Another more repellent thread runs through the book [Down and Out in Paris and London]--a kind of quick and casual prejudice against the Jews he encounters. In a coffee shop he sees, "In a corner by himself a Jew, muzzle down in the plate,...guiltily eating bacon." The animallike "muzzle" in that sentence is particularly disturbing. At another point he recounts a tale told by his friend Boris, a former Russian soldier, of being offered the sexual services of a Jewish girl for fifty francs by her father--"A horrible old Jew, with a red beard like Judas Iscariot." Orwell's playing with this offhand sort of anti-Semitism appears in some of his other work. It is little consolation that he is an equal opportunity bigot, as when in Down and Out he approvingly quotes the proverb "Trust a snake before a Jew and a Jews before a Greek, but don't trust an Armenian."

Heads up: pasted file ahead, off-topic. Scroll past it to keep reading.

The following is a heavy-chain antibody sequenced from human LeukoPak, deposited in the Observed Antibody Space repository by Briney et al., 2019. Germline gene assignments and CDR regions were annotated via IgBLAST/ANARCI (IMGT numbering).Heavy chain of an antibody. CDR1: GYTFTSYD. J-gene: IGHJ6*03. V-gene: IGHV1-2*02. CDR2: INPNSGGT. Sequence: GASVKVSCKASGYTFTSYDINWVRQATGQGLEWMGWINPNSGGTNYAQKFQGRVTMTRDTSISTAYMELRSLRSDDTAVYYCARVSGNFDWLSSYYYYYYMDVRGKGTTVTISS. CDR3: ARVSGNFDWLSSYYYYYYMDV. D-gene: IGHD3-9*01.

The fact of the matter is that Orwell was always tin eared about Jews. During World War II, Orwell would write extensively against anti-Semitism, but in the course of doing so he failed to reexamine his own writings of the previous decade. After the war, he had surprisingly little to say about the Holocaust, one of the major events of his time. He remained strongly anti-Zionist throughout his life, but that probably should be seen more in the context of his enduring distaste for nationalism rather than the anti-Semitism of some of his early writings. Even so, his friend the journalist Malcolm Muggeridge would conclude that "he was at heart strongly anti-Semitic."Sigh. Et tu, George?
Update: Report reveals complex nature of antisemitism in the UK